Where are you from?
I was born, in September of 1981, and raised in a small town in the north-west corner of Arkansas called Eureka Springs. I was the oldest of four children born to my parents, Alan and Brenda Hereth. I was homeschooled all through elementary and high school and played basketball and baseball throughout my teenage years. Fairly early on I developed an aptitude for mathematics which played a major role in leading me on the journey which has led me here today. As a child I also developed an interest in listening and playing music. I began teaching myself guitar and, later, the drums. A group of friends and I started a band in my mid-to-late teens, in which I was the drummer; we amassed a small following in our small town and some of the surrounding towns/cities. Towards our late teens, as we were about to graduate high school, we had to decide to follow our music dreams or pursue higher education. As a group, we decided that we wanted to try to give our musical career a ‘real’ shot before giving up on it and we moved to Seattle, Washington to try to pursue our fame and fortune in the former grunge capital of the United States. While this year was the one of the most important and memorable years of my life, it was ultimately unsuccessful—at least in the musical sense. I moved back to north-west Arkansas for about a year and then to Conway in central Arkansas to begin attending the University of Central Arkansas. After my first year of college, in 2003, I married my girlfriend of four years, Sarah, and began life as a married student. In 2007 I graduated UCA with a Bachelor’s degree in Applied Mathematics and decided to pursue a Master’s degree in the same subject, at the same institution. I received a GTA to fund my Master’s degree studies, and for two years I taught various undergraduate courses while completing my course work. In the fall of 2009 I graduated with a M.S.; I straightaway began my Computational Engineering Ph.D. program as a GRA at the SimCenter at UTC. After two years, in 2011, I took a full time job as a Research Associate at the SimCenter (as a grid generator) and transitioned to a part time student. Finally, in the Fall of 2016—after seven long years—I completed my course work at the SimCenter and obtained my Ph.D. Sarah and I had our first child, Gabriel Alan, in July 2007 and our second son, Jude Isaiah, in October 2008. Then, in June of 2010, we had our third child and first daughter, Lael Sophia; finally, in October 2014, we had our fourth and last child—our second daughter—Emery Dawn.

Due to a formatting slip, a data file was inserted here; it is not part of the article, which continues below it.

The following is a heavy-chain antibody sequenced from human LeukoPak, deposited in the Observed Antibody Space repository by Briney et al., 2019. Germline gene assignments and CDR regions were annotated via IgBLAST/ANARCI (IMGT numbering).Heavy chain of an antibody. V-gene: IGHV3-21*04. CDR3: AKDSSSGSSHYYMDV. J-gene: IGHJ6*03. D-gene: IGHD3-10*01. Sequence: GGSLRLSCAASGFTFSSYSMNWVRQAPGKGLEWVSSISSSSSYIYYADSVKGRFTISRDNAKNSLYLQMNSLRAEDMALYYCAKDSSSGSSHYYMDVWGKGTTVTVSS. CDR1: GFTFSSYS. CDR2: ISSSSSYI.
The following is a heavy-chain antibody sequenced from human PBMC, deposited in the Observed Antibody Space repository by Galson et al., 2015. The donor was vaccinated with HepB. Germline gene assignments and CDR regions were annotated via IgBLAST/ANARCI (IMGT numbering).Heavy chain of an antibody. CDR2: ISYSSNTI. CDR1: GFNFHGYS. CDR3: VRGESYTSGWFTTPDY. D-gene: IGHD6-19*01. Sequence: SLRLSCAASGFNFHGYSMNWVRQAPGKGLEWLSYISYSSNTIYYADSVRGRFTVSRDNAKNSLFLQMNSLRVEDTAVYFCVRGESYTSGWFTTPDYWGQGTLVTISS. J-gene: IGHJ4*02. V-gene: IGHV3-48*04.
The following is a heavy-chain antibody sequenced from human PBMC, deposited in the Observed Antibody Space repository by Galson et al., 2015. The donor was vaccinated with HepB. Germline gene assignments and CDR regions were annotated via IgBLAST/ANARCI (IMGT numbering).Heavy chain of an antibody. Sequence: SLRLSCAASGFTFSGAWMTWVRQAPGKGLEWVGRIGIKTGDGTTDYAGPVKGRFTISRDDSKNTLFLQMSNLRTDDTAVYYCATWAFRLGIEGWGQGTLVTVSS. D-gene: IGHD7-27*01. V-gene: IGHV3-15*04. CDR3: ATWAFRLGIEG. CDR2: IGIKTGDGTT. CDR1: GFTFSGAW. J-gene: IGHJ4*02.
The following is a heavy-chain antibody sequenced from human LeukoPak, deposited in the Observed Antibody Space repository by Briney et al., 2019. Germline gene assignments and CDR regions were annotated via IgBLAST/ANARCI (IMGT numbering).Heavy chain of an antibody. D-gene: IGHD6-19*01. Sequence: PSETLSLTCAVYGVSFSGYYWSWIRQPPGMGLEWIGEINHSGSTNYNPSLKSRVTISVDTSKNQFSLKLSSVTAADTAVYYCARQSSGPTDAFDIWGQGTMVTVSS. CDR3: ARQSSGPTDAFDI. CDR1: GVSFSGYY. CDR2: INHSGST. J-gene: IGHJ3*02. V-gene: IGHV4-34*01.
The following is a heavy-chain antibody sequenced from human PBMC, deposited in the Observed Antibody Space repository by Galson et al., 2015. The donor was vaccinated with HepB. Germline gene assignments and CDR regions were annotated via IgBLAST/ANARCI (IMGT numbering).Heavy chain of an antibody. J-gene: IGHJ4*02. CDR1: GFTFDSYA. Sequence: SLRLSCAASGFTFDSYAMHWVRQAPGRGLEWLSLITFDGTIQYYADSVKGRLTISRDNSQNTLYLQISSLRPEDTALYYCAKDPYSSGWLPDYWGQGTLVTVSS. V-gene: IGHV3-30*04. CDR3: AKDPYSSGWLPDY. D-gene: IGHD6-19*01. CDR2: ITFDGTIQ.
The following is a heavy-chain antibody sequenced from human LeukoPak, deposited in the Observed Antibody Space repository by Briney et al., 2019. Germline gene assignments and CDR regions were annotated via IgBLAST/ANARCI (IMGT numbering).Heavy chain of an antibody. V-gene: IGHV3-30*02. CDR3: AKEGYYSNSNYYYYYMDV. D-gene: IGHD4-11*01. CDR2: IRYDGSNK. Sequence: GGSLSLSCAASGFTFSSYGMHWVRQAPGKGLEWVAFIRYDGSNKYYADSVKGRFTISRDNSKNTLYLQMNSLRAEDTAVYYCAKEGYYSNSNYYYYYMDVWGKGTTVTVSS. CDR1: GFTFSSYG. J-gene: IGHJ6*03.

What brought you to UTC?
As a masters student of Applied Mathematics at the University of Central Arkansas (UCA), I worked very closely with a dear friend Tayor Erwin. Our advisor was Dr. Clarence O. E. Burg, who got his Ph.D. in Computational Engineering from Mississippi State University in Starkville, MS in 1999, from whence UTC’s SimCenter branched out. He was a contemporary of many of the SimCenter’s current and past faculty, and since he was very familiar with the faculty and research at the SimCenter at the time, he helped Taylor get a summer internship at the SimCenter (I believe it was the summer of 2009) which Taylor enjoyed thoroughly. Taylor came back to UCA excited about the research he was exposed to and the people he was able to work with. He decided to apply to the Ph.D. program at the SimCenter, and, since I did not have anything else lined up, I decided to apply as well. I was fortunate enough to be accepted into the Ph.D. program, along with Taylor, in the Fall of 2009, and, long story short, that is how I ended up at UTC.